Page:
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There is no shortage of available information on security products. Fortunately, the forces of natural selection effectively rid the market of inferior and uneconomical offerings. Information security professionals are able to select from a pool of best-of-breed products with which they can feel reasonably confident and secure. But there is often an ironic consequence to this: the more fit a security product is perceived to be, the more likely it is to recklessly embolden those whom it is employed to protect, having the effect of instilling a deleterious illusion of security.



Still, this a small problem compared with the fact that attacks evolve according to the same forces driving the advancement of defensive countermeasures. The fittest attacks adapt to their adversaries, becoming increasingly stealthy and subtle, both in their delivery and the perceptibility of their payload.

Detection at the time of occurrence relies on intrusion detection/prevention systems that have ever-reduced visibility into increasingly covert attacks. Security Event/Information Management (SIEM) platforms can only report on and respond to the specific events for which they have been configured. Log aggregation, analysis, and correlation tools can only act on the specific meta-information about the set of events that they have been programmed to recognize. Application layer gateways, proxies, and their derivatives can only operate on the well-known protocols, procedures, and methods they were written to handle. Deterministic (pattern- or signature-based) methods of detection have mounting difficulty dealing not only with intentional obfuscations, but also with the inevitable window of exposure that exists between the introduction of an attack and the development and deployment of antidotal signatures.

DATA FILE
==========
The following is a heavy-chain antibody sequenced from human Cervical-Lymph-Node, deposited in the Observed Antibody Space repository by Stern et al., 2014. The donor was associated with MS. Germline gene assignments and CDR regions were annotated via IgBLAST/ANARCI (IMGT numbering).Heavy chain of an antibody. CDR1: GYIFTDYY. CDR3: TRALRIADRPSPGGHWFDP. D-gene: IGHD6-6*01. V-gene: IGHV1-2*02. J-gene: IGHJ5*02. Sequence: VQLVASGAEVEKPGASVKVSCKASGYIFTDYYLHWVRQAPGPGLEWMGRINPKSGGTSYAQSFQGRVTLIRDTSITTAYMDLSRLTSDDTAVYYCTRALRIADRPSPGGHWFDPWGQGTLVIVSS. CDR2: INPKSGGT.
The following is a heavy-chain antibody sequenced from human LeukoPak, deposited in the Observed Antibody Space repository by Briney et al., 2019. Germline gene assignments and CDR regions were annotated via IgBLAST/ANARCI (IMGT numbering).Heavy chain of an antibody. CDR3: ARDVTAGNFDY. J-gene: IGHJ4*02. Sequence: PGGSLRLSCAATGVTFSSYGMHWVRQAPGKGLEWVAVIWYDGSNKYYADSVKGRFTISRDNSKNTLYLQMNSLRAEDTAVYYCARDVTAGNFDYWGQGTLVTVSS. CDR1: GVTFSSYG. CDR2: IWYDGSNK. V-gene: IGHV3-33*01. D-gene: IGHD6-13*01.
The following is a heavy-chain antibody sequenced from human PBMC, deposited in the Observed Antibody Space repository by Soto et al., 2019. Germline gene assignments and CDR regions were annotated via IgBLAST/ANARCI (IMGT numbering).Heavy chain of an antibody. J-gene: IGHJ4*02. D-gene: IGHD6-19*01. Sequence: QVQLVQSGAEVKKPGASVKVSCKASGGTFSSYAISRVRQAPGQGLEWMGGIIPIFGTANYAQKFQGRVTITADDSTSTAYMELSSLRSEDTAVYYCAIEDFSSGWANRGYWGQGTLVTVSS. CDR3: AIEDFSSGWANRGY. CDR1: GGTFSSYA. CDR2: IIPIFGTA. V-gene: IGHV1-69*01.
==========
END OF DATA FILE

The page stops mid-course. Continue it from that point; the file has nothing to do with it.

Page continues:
In response, some defensive systems are moving toward a cocktail of deterministic and heuristic (behavioral/anomaly based) methods of detection. Unfortunately, the latter, because of its deficient certitude relative to the former, often cannot be employed with sufficient aggressiveness to achieve comparably material effectiveness, lest it introduce insufferable false-positives. But these technologies will mature. And naturally, once these hybrid systems become sufficiently pervasive, the survival of the attacks will come to depend on their fitness at simultaneously impersonating "normal" behavior while minimizing detectability. The arms race will continue.

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